“The explanation is not A, it’s B.” This argument is what happens when someone decides that the first scholar or group of scholars who worked on this topic were wrong.
“The explanation for this topic is C, which is a combination of A and B.” This argument usually comes from someone working on the topic at least several years after people offering the A and B explanation. It’s possible that A- and B-camp scholars have been fighting, and C-camp scholars are either tired of the fight or sincerely interested in trying to find a way to reconcile the two camps. It’s worth checking the entire journal issue of C-camp articles, because it’s possible that you’ll find short responses from A- and B-camp historians.
“The explanation of this topic offered by A, B, and C historians has neglected the study of D. The study of D changes the explanation, and now we have E.” This historian is probably writing a good decade or so after A, B, and C historians.
“Why do we care about this topic? It’s more important to understand how people interpreted this topic at the time.” This historiographical intervention could come at any time, but it’s more likely to occur at least after A and B historians have had their say.
“Why do we care about this topic? It’s more important to understand this topic that occurred before it.” “Why do we care about explaining this topic? It’s more important to understand this topic that occurred after it.” “Understanding events before and after this topic changes the explanation, and now we have F.” These three assertions tend to signal a change in the field. They suggest that a topic has been studied very extensively, and that there are well-established experts in the field. If you find this sort of thing said about this topic, it may be challenging to find something new to say about it. If you see this sort of argument, be especially wary of suggesting that nothing has been written, or that all the scholars are wrong.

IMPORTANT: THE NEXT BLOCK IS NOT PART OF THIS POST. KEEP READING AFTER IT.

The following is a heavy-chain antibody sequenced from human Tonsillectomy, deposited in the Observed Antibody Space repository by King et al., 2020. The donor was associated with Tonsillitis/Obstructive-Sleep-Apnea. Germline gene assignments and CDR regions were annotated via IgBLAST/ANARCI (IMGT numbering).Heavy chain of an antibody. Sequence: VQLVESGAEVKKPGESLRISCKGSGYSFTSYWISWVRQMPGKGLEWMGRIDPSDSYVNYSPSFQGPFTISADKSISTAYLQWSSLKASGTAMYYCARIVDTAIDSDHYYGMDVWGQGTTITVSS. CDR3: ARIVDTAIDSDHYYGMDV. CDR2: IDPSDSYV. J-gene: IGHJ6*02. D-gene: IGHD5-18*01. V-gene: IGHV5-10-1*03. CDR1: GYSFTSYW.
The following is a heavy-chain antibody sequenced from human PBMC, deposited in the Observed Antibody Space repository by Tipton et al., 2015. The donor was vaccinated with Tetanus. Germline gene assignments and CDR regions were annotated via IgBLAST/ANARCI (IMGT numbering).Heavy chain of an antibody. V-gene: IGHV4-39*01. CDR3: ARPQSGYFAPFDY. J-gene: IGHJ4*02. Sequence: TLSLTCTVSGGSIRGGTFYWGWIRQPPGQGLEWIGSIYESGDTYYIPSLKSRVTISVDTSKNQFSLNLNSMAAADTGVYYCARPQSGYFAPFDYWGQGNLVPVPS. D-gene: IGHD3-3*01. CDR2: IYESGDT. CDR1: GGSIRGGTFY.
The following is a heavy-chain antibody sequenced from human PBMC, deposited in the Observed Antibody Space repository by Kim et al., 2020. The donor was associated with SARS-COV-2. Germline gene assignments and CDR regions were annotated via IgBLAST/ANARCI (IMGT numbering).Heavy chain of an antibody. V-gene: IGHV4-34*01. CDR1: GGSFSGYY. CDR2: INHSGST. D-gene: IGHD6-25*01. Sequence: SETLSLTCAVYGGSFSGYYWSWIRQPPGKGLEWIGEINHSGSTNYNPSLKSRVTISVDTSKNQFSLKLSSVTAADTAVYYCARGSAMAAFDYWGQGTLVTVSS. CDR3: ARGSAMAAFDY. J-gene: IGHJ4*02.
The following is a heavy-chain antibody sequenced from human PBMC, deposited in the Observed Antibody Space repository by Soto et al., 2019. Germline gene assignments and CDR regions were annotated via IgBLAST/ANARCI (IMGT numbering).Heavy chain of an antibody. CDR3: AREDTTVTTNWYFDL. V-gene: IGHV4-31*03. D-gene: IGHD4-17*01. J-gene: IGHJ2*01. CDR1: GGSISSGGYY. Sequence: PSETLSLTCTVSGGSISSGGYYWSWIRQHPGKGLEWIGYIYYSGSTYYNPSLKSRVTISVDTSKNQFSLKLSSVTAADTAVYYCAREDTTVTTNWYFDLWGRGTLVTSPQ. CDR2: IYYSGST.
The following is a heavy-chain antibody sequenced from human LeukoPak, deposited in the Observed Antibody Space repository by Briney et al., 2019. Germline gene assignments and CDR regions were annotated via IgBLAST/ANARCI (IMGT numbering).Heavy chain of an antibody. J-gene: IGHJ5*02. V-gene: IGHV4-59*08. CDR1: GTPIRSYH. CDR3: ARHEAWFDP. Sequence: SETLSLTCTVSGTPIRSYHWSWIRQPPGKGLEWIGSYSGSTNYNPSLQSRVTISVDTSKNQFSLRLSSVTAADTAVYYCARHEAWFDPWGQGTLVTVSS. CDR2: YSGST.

“Historians have written about this topic, but not during this time period. Looking at this topic during this time period changes the interpretation by…” This point can be one of the most exciting things you can say in an essay, because it indicates that you may have found something new to say. Be wary, though, of trying to make this point; many historians today struggle to do so.
I’m sure there are other types of historiographical “moves” that historians can make. Please speak up in the comments so that we can get a good list going.
 As usual, there’s no plagiarism in teaching; feel free to steal.
 A handbook is essentially a very long syllabus because it has a list of 10-15 additional recommended readings for each week.
 For “topic,” read “idea,” “event,” “series of events.”